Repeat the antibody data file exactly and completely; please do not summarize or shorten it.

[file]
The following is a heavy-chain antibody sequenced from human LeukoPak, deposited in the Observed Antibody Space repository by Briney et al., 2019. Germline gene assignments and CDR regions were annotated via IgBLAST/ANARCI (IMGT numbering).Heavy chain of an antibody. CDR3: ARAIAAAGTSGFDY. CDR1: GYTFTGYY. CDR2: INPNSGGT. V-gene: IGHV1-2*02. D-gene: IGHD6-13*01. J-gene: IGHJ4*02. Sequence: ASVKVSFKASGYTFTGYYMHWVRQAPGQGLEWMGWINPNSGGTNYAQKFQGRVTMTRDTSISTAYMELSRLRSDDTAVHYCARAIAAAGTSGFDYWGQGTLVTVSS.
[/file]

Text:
The following is a heavy-chain antibody sequenced from human LeukoPak, deposited in the Observed Antibody Space repository by Briney et al., 2019. Germline gene assignments and CDR regions were annotated via IgBLAST/ANARCI (IMGT numbering).Heavy chain of an antibody. CDR3: ARAIAAAGTSGFDY. CDR1: GYTFTGYY. CDR2: INPNSGGT. V-gene: IGHV1-2*02. D-gene: IGHD6-13*01. J-gene: IGHJ4*02. Sequence: ASVKVSFKASGYTFTGYYMHWVRQAPGQGLEWMGWINPNSGGTNYAQKFQGRVTMTRDTSISTAYMELSRLRSDDTAVHYCARAIAAAGTSGFDYWGQGTLVTVSS.